Using the Shadowbox
Most of these paintings are made with the use of a shadowbox – a piece of studio equipment that is as important to creating them paintings as is the easel.
It’s a wooden box of my own construction, 2 feet on each side, with an open front.
Essentially this is the stage on which the objects are arranged, allowing me to create the dramatic light effects around which the paintings are often based.
To let me see both the model and the painting in the same field of view, the box sits immediately to the right of the easel.
Sheets of black foamboard surround the opening to prevent unwanted light from entering. Though not visually appealing, they do allow for quick response when the light in the studio changes.
The entire interior of the box – including all fittings and hardware – was painted black, and the walls are lined with black velvet where possible.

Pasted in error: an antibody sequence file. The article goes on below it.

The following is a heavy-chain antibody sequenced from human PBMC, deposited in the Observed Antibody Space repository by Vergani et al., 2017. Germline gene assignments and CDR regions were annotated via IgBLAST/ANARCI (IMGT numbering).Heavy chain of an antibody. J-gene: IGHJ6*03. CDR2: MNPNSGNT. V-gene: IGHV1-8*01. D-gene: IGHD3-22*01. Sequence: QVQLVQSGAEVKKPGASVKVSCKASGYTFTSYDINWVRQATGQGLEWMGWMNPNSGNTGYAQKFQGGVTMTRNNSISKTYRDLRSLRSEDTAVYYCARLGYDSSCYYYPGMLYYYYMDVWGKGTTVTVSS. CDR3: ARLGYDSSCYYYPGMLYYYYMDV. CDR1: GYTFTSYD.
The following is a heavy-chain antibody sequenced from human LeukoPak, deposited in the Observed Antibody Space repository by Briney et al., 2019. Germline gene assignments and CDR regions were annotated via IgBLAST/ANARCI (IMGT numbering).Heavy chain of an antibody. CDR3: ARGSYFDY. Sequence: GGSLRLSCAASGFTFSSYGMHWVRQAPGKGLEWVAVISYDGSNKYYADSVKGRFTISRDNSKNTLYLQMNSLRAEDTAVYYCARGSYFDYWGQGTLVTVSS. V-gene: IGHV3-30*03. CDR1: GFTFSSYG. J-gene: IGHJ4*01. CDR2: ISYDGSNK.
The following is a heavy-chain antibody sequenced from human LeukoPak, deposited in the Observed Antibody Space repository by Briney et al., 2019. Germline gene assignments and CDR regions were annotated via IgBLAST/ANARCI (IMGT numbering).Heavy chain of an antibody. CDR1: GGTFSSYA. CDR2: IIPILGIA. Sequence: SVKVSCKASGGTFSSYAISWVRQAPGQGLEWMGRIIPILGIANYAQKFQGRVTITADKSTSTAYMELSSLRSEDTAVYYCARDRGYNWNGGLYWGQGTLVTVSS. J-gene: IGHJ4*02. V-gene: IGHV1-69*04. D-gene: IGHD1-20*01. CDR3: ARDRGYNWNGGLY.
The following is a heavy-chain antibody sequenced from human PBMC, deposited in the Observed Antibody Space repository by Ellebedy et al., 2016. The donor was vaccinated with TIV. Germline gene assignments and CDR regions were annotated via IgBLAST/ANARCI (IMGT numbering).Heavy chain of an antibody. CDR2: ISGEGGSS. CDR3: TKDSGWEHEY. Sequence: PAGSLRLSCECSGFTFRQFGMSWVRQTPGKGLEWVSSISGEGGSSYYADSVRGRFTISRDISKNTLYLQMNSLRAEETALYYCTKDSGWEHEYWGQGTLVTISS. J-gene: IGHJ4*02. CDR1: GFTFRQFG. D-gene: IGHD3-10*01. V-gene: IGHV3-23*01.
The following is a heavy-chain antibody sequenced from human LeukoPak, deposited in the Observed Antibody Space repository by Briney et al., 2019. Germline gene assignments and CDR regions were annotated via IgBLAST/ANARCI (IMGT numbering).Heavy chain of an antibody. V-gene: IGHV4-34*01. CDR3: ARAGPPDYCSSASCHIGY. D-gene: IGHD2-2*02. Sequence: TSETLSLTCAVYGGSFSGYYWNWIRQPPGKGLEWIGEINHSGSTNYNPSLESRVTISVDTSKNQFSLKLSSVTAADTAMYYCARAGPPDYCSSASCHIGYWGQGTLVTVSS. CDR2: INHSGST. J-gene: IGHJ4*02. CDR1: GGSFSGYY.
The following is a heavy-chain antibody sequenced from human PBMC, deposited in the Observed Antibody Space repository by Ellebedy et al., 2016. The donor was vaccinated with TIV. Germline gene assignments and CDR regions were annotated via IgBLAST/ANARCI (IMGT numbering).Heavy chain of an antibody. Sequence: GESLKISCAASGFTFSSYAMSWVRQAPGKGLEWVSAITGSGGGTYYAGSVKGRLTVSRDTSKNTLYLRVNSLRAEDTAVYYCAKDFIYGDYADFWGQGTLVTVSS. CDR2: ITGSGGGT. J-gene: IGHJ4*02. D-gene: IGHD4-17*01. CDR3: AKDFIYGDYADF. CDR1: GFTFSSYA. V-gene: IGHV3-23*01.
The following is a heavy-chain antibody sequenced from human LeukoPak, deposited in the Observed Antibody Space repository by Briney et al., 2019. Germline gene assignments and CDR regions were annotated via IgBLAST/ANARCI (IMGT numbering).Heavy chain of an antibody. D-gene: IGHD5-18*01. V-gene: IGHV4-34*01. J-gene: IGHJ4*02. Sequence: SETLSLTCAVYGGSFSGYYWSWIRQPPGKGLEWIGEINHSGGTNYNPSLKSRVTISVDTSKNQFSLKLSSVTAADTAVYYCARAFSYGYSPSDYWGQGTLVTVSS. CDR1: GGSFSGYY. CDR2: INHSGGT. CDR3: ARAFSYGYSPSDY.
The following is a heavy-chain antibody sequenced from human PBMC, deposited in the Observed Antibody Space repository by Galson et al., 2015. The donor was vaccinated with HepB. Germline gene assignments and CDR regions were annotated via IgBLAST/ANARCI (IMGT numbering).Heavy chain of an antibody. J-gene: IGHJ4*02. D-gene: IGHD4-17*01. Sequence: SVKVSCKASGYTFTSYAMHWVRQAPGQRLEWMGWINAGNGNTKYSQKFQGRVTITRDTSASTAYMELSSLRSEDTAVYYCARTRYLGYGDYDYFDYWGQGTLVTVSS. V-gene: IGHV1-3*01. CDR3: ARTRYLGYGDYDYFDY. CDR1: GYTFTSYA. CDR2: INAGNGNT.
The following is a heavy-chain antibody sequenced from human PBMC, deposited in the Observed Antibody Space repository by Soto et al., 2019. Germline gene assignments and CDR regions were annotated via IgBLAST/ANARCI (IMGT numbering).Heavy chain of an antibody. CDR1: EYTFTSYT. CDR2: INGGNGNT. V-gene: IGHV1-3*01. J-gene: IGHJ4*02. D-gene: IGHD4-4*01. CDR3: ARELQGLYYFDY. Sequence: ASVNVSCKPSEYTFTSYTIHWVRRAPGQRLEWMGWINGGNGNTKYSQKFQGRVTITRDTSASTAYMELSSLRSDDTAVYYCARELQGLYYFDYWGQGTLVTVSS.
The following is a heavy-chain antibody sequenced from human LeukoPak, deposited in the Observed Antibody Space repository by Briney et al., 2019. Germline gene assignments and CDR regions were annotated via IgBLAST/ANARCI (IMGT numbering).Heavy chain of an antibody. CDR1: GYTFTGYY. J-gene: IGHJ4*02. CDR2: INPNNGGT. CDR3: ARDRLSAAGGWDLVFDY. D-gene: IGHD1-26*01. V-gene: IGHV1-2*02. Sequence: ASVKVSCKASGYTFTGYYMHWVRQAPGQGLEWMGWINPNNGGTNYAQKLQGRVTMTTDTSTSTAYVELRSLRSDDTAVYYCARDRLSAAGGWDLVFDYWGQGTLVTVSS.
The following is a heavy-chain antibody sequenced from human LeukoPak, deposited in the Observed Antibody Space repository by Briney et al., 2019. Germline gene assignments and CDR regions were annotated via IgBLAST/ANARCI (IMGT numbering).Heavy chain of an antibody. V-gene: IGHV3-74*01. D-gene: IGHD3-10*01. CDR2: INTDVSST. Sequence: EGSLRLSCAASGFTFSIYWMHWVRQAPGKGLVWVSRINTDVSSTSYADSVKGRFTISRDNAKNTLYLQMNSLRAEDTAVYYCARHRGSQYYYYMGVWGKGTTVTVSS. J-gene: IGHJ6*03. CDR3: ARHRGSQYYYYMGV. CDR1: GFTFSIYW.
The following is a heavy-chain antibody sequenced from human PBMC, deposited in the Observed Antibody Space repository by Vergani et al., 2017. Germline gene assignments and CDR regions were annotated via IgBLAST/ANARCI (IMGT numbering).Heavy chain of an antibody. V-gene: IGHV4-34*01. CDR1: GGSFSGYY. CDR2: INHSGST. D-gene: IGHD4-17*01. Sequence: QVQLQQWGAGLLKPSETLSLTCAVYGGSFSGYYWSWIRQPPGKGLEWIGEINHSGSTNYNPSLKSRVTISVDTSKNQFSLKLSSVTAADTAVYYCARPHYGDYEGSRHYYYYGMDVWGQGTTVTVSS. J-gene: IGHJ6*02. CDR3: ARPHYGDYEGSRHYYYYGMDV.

This is to reduce reflections from the model which may subtly alter the overall illumination.
The box was designed with flexibility in mind. Light can be admitted from several directions, and at a variety of different angles.
I generally prefer top lighting – light coming from a source above the model.
For that arrangement, the top of the box is fitted with a 3 inch (8 cm) circular opening that admits light from a fixture above. This fixture can be fitted with different bulbs depending on the needs of each painting.
Though not easy to see from this angle, the blocks in the upper left are supporting a piece of black foam board. This was positioned several inches below the opening, and creates a shadow that cuts across the teapot at at dramatic angle.
By using wood blocks, the model can be raised or lowered, so it can be seen at a number of different angles, again depending on the needs of each painting.
I prefer most of the arrangements to be at close to eye level, and this is what I see when I look into the box from the easel.
If you’d like to learn more about how these paintings are made, you can read about my process.